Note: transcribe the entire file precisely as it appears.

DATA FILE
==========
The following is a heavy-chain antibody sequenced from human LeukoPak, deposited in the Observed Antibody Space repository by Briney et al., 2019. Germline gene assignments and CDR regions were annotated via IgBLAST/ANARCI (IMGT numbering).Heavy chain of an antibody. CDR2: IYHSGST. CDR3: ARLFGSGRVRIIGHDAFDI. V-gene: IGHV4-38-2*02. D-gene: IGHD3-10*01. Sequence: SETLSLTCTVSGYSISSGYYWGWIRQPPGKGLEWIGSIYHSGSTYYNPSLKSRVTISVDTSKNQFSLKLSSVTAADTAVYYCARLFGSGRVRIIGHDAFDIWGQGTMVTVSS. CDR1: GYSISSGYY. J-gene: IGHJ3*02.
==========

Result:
The following is a heavy-chain antibody sequenced from human LeukoPak, deposited in the Observed Antibody Space repository by Briney et al., 2019. Germline gene assignments and CDR regions were annotated via IgBLAST/ANARCI (IMGT numbering).Heavy chain of an antibody. CDR2: IYHSGST. CDR3: ARLFGSGRVRIIGHDAFDI. V-gene: IGHV4-38-2*02. D-gene: IGHD3-10*01. Sequence: SETLSLTCTVSGYSISSGYYWGWIRQPPGKGLEWIGSIYHSGSTYYNPSLKSRVTISVDTSKNQFSLKLSSVTAADTAVYYCARLFGSGRVRIIGHDAFDIWGQGTMVTVSS. CDR1: GYSISSGYY. J-gene: IGHJ3*02.